Signs of a heroin overdose:
If you suspect a heroin or prescription pain medication drug overdose call 9-1-1 immediately.
- Slow, shallow or stopped breathing
- Fingernails or lips turning blue or purple
- Body is limp and unresponsive
- Extremely small “pinpoint” pupils
- Tell the operator you suspect a heroin or prescription pain medication drug overdose.
- Try to wake them — shake them, call their name.
- Administer Naloxone if available.
- Based on the 9-1-1 operator’s directions, chest compressions and rescue breathing may be required until the ambulance arrives.
View Naloxone flyer.
What is Naloxone:
Naloxone is a medication that can quickly reverse the effects of a heroin overdose if given before permanent damage to the brain and other vital organs happens. Naloxone is carried by all Emergency Medical Services (EMS) units in Orange County. Additionally, many law enforcement agencies have equipped their officers with Naloxone, and some individuals – including those with a known history of opioid use – may have Naloxone in their personal possession.
Types of Naloxone:
In a lifesaving situation Naloxone can be given by nasal spray, or as an injection into the muscle. In addition to the Naloxone preparations used by medical professionals, the FDA has approved an easy to use intranasal Naloxone preparation known as Narcan® Nasal Spray, as well as a Naloxone auto-injector, known as the EVZIO ® auto-injector. Both of these devices are intended to be used by persons with little or no formal medical training.
How to Get Naloxone:
In the state of Florida you don’t need a prescription to obtain Naloxone. Some local pharmacies carry Naloxone, typically in either a nasal spray preparation (Narcan® Nasal Spray) or an auto-injector (EVZIO ® auto-injector). Check with your local pharmacy and insurance provider for costs.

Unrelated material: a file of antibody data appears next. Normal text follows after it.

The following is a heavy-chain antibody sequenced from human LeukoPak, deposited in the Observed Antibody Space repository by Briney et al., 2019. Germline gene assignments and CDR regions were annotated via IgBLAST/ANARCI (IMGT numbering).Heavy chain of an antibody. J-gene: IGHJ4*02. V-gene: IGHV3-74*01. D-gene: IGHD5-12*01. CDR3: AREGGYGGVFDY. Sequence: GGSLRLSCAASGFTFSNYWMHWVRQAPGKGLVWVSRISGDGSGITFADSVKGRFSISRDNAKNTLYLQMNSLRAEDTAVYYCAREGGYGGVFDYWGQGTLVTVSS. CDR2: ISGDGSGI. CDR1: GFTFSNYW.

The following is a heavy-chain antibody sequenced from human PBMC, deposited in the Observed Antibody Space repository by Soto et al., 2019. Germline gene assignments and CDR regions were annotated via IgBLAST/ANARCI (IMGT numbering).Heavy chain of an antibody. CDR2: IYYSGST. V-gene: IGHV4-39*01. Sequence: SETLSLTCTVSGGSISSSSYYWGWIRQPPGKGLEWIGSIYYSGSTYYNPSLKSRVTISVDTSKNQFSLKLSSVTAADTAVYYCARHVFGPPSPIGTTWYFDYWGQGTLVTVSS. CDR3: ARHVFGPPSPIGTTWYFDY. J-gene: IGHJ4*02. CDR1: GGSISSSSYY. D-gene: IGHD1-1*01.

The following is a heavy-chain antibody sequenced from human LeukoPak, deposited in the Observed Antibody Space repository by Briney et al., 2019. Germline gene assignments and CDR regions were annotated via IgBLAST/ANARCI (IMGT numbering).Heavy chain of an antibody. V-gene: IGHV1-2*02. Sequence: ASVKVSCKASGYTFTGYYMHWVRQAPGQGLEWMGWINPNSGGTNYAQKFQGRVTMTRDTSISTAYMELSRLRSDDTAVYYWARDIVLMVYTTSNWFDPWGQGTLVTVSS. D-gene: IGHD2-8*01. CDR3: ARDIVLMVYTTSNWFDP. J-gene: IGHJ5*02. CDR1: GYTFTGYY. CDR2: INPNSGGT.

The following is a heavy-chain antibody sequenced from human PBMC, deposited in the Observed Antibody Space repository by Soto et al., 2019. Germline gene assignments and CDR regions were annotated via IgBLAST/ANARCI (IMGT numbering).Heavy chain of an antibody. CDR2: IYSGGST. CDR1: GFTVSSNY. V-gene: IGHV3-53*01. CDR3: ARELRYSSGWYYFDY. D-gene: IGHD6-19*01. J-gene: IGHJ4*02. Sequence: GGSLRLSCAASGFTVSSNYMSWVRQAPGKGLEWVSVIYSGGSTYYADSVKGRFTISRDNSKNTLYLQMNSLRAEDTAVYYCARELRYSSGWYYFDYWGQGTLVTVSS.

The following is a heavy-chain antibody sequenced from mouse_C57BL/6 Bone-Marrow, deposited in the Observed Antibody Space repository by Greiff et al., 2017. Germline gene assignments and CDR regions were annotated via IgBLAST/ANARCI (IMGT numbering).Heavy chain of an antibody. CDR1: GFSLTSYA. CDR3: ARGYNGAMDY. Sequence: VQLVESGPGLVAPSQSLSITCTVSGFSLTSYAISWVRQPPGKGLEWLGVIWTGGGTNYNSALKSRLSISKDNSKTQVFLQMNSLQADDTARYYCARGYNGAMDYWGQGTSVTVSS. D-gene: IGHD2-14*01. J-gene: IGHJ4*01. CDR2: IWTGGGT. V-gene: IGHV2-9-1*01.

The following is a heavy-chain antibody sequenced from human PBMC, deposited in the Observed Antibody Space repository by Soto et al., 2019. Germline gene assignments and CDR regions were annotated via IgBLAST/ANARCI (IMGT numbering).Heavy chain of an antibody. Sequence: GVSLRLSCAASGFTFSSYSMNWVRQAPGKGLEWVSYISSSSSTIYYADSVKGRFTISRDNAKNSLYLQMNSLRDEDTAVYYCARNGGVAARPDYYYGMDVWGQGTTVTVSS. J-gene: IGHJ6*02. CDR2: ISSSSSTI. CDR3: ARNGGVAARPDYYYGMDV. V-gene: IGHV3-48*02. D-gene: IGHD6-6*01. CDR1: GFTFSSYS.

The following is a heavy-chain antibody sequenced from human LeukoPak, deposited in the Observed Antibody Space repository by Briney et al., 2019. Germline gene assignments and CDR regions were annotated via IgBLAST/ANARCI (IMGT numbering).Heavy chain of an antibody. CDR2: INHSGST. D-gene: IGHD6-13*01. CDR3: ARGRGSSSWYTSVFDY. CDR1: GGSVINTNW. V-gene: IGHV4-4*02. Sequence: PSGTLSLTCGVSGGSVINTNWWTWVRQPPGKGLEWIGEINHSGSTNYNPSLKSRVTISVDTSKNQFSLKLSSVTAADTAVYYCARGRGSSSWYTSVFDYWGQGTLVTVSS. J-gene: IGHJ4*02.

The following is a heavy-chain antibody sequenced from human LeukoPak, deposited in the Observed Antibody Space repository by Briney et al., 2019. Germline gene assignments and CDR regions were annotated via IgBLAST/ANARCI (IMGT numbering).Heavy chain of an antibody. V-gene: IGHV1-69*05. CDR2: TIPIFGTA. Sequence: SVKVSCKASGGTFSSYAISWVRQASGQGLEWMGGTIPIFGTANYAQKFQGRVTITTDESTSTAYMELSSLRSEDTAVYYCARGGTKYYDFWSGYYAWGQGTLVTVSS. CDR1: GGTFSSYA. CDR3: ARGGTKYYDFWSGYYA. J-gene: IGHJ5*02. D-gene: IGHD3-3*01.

Narcan, also known as naloxone, is now available in the state of Florida without a prescription. In Central Florida, both CVS and Walgreens pharmacies offer Narcan. Consumers are encouraged to first call to check if supplies are in stock. Consumers may also want to reach out to their insurance provider to confirm if their coverage includes the purchase of Narcan. Narcan is only available through the pharmacy counter.
Remember – in the event of an emergency, always call 9-1-1. Addicts or their families should consider having Narcan on hand, proactively.
Frequently Asked Questions about Naloxone
How to Use Naloxone in an Overdose:
How Long Does Naloxone Take to Work?
Naloxone temporarily counteracts the effect of an opioid overdose in as little as 2 minutes, although this depends on the amount and specific drug used. If the person does not respond in a few minutes, a second dose should be administered. Chest compressions and rescue breathing may be required while you wait for Naloxone to take effect; the 9-1-1 operator may instruct the caller to begin Cardio-Pulmonary Resuscitation (CPR).
Naloxone lasts 30-90 minutes but after that, overdose symptoms will return. It is essential to get the person to the emergency department as soon as possible, preferably in an ambulance. Those assisting in saving a life by calling 9-1-1 and administering aid are protected under Florida’s Good Samaritan Act. Learn more about this law.